Sure, the business model may need tweaking in a classified world dominated by Craigslist and a device-centric landscape of iPhones and Droids. But let’s chip in to give the Idealist crew that time to explore and grow and survive. I’m fond of telling corporate leaders than the social web – and by that, I mean the philanthropy sector – is actually ahead of consumer brands in using social media and building and supporting communities. Let’s prove that right by helping Idealist.org right now.

The CauseWired Roundup

GlobalGiving Founder on Haiti: ‘When You’re Poor, Everything Becomes Harder to Recover From’

As the incredible depth of devastation in Haiti became apparent yesterday, the response online grew rapidly. Haiti and various related topics trended all day on Twitter,blogs and websites were filled with links to nonprofits working in Haiti, and ubiquitous calls for cell phone text-to-give campaigns flooded the RSS streams. Like others, I turned to an online-based organization whose work I know and whose promise to get aid to those in need quickly – and effectively – I trusted.

GlobalGiving has been a marketplace for charitable projects since 1997 and has a history of supporting programs on health, poverty, agriculture and the environment in Haiti – and the site swung into action yesterday, working with key on-the-ground partners to rush medical supplies and emergency aid to the stricken nation. As the GlobalGiving team raced to direct resources to Haiti, I spoke briefly with Mari Kuraishi, the co-founder and president.

What’s GlobalGiving’s perspective on what Haiti faces during these terrible days?

Haiti is one of the poorest countries in the Western Hemisphere, and in 2009 ranked 149th out of 182 countries according to the UN’s human development report. That’s to say that one in five Haitian children is underweight for their age and GDP per capita is $1,155—2.5% of US GDP per capita ($45,592). This is a country that is least able to recover from a natural disaster like a 7.0 magnitude earthquake. On the one hand that seems obvious. When you’re poor, everything becomes harder to recover from, because you just don’t have any slack in the system.

What do you think philanthropy’s role will be?

We don’t know the scale of the losses yet in Haiti. While it’s impossible to compare, the cost of the 1995 Kobe earthquake (a 7.3 earthquake) has been estimated at $100b in property and infrastructure damage. Human losses in Japan were 6,400 killed and 15,000 injured. The cost of recovery in Kobe? As of 2006, $3b in insurance losses, and $9b in long-term private finance to rebuild.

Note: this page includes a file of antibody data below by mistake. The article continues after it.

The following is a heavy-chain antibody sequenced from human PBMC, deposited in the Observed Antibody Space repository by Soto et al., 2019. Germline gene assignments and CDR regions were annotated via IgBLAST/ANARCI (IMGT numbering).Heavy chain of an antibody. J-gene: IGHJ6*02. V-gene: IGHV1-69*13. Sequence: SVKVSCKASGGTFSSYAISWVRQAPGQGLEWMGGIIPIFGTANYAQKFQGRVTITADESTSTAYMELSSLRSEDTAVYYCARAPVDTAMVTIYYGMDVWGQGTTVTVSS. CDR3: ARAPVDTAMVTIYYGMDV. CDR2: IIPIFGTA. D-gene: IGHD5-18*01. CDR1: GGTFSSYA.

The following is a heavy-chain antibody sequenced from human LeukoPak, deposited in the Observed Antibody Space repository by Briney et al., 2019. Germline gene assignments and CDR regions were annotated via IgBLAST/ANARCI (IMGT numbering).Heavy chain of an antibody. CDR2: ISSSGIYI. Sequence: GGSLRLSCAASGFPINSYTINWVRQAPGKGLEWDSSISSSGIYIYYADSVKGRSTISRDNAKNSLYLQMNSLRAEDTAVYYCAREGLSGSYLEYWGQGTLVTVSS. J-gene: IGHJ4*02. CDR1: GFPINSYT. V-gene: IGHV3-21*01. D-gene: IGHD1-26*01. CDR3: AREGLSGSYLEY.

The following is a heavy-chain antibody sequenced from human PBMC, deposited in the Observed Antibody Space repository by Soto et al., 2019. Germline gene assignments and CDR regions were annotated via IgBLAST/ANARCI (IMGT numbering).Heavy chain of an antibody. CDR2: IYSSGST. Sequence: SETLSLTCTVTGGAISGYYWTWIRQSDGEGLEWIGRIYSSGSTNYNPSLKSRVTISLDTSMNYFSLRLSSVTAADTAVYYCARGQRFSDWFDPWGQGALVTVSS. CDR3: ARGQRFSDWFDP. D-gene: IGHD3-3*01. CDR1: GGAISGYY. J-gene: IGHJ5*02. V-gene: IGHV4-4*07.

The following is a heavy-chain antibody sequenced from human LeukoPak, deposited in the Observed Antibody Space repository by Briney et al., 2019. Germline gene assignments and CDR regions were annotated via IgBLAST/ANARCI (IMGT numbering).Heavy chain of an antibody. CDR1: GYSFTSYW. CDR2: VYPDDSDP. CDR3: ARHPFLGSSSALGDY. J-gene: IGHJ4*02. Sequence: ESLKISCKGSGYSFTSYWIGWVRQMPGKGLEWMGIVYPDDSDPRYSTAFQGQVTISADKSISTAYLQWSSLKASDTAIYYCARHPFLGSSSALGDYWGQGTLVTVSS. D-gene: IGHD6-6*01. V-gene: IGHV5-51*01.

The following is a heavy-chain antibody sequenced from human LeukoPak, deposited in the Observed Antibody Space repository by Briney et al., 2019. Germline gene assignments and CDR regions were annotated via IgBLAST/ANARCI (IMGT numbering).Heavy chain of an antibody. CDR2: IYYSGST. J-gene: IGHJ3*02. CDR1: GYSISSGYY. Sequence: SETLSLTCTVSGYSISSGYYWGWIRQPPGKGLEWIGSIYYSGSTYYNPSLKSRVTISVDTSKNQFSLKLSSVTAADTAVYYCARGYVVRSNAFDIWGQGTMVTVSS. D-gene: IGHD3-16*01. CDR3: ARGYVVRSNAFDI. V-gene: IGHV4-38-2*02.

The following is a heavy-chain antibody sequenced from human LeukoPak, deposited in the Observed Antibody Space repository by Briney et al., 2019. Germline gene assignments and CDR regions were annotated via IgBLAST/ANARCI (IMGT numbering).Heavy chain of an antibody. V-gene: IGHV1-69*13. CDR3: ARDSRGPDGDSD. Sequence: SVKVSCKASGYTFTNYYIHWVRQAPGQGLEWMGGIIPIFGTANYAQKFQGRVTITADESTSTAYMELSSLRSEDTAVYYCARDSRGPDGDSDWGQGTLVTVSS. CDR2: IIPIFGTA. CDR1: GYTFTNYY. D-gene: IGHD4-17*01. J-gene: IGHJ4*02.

Read the rest of this entry »

CauseWired Alaskans Pick, Click and Give to Charity

Socially-conscious social media is working up north: Alaskans have taken to the Pick. Click. Give. campaign, which is leveraging platforms from Facebook and Twitter to YouTube and Causecast to draw attention to and explain the Permanent Fund Charitable Contributions Program. The program began officially in 2009 to allow Alaskans to donate a portion of their PFD to qualifying Alaska nonprofits of their choice while they filed online for their PFD. An underlying goal is to encourage individual philanthropy in Alaska. Here’s a Q&A on the program with my friend Aliza Sherman, a veteran digital guru and co-founder of the social media firm Conversify! in Alaska, and Jordan Marshall, initiatives & special projects manager for the Rasmuson Foundation and project manager for Pick. Click. Give.

1. Last year, Pick. Click. Give. raised more than half a million dollars for Alaskan nonprofits – how did it work and how was it unique to Alaska?

ALIZA: The entire Pick. Click. Give. awareness campaign is based on something inherently unique to Alaska: our Permanent Fund Dividend (PFD) or the annual payment each Alaskan receives as part of a pay out to share in the state’s oil and gas profits. No other state provides a similar fund or payment to citizens of their state.

The overarching goal of the Pick. Click. Give. campaign is to draw attention to and explain the Permanent Fund Charitable Contributions Program. The program began officially in 2009 to allow Alaskans to donate a portion of their PFD to qualifying Alaska nonprofits of their choice while they filed online for their PFD. An underlying goal is to encourage individual philanthropy in Alaska.

Additionally, through social media, the Pick. Click. Give. campaign is working to give exposure to the program and motivate Alaskans to participate and to encourage their friends, family and followers to participate as well.

The previous year (2008) was spent assessing Alaska nonprofits based on a number of criteria to ensure that they qualify for the program as well as to set up the technical aspects of adding a list and way for Alaskans to check the organizations on that list they wished to support with an amount of their choice. Read the rest of this entry »